Get more Mail & Guardian
Subscribe or Login

‘The truth will come out’: Gupta-owned Oakbay backs judicial inquiry into banks

A judicial commission of inquiry into banks is the best way to shed light on the reasoning behind their decision to close off accounts with Oakbay Investments, said chief executive Nazeem Howa.

In a teleconference with the press, Howa expressed disappointment in the four major banks’ decision to close accounts with the business. He was also sharing news on the group’s maiden financial results for the year ended February 29 2016.

“We are still in the dark as to why they closed accounts. A judicial inquiry will ensure that the truth comes out,” said Howa. “We intend to reach out in the coming weeks, again, to the four banks, and implore them to reopen our accounts,” the group said in a statement.

Sasfin had withdrawn as JSE sponsor for Oakbay Resources and Energy earlier in the year and audit firm KPMG also severed ties with the company. “It was a big shock for us, all these institutions withdrawing, without giving good reasons,” said Howa.

The group had to adapt to the changes to run the business in a “sustainable” way. Howa said it was “common knowledge” that Oakbay now has a foreign bank, operating with a South African license, to run the group’s accounts.

SizweNtsalubaGobodo has since stepped in as the group’s new auditors. River Group is now Oakbay Resources JSE sponsor. “We believe the new sponsor will take the business to the next level,” he said.

Howa said that reports about state capture were not correct. As a private company, the group has no legal obligation to release results on financial performance. The group intends to be more transparent to bring about clarity on some “myths”. Among these being that the group is “heavily reliant” on government business.

Fin24 reported earlier today that 8.9% of the group’s revenue was generated from government contracts.

Mining, the group’s largest division contributed R1.17-billion (44.5%) of revenue. This includes JSE listed Oakbay Resources which owns Shiva Uranium and the Brakfontein mine. The group also has a 29% shareholding in Tegeta, which operates Optimum and Koornfontein coal mines.

“Our uranium operations have nothing to do with the wider South African nuclear story. Our expectation is that our life of mine will have comfortably passed before South Africa is ready for nuclear,” the group stated.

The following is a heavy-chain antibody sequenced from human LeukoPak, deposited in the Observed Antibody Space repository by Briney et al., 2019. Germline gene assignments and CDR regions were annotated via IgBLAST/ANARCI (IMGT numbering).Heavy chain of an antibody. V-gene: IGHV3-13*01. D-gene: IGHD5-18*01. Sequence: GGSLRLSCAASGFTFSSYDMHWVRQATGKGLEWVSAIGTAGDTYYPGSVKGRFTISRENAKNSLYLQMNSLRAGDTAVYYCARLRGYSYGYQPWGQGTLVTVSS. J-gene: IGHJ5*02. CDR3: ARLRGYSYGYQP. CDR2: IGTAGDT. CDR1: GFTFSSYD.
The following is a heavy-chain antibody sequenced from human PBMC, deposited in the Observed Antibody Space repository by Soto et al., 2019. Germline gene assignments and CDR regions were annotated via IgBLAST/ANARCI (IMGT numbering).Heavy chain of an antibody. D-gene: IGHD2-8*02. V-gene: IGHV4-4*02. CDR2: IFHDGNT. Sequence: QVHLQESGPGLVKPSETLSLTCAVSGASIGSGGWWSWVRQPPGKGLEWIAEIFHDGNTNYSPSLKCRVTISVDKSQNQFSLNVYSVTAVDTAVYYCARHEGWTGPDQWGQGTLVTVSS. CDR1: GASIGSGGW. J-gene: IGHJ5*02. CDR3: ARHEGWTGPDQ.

The group is also proud of the fact that it could turnaround the financial position of Optimum Coal Mine. Chief operating officer George van Der Merwe said this was as a result of improved efficiencies which boosted production.

A second drag line is operational and a third will be introduced in the third quarter to increase production. Optimum was released from its “business rescue” status on August 31 2016, five months after being acquired by Tegeta. “When we bought Optimum we knew we would be able to turn it around,” he said.

Howa said that the management could not comment on who would be taking over the Gupta family’s stake in the business, as it is a matter for shareholders. – Fin24

Subscribe to the M&G

Thanks for enjoying the Mail & Guardian, we’re proud of our 36 year history, throughout which we have delivered to readers the most important, unbiased stories in South Africa. Good journalism costs, though, and right from our very first edition we’ve relied on reader subscriptions to protect our independence.

Digital subscribers get access to all of our award-winning journalism, including premium features, as well as exclusive events, newsletters, webinars and the cryptic crossword. Click here to find out how to join them.

Related stories

WELCOME TO YOUR M&G

If you’re reading this, you clearly have great taste

If you haven’t already, you can subscribe to the Mail & Guardian for less than the cost of a cup of coffee a week, and get more great reads.

Already a subscriber? Sign in here

Advertising

Subscribers only

R350 relief grant will be paid into bank accounts or...

There are concerns that post office branch closures will make it difficult for beneficiaries to access the grant

South Africa at risk of spillover from international inflation, economists...

Higher international oil prices, for example, could affect local transport costs through second-round effects

More top stories

No action just yet on Digital Vibes report, Ramaphosa signals

‘I will come out and explain to the nation exactly how I will deal with [the SIU] report,’ Ramaphosa said during a walkabout at vaccine sites in Gauteng

Zuma children call for his unconditional release

The Zuma family also urged people to continue to desist from destroying infrastructure, adding that it opposed the arrest of Ngizwe Mchunu

EFF and Mkhwebane welcome high court judgment slamming some of...

The public protector has called for the impeachment process against her to be halted with immediate effect

Do South Africans prefer prayer to vaccines?

According to an Afrobarometer survey of 1 600 people, the majority of people do not trust the government to deliver safe vaccines
Advertising

press releases

Loading latest Press Releases…
×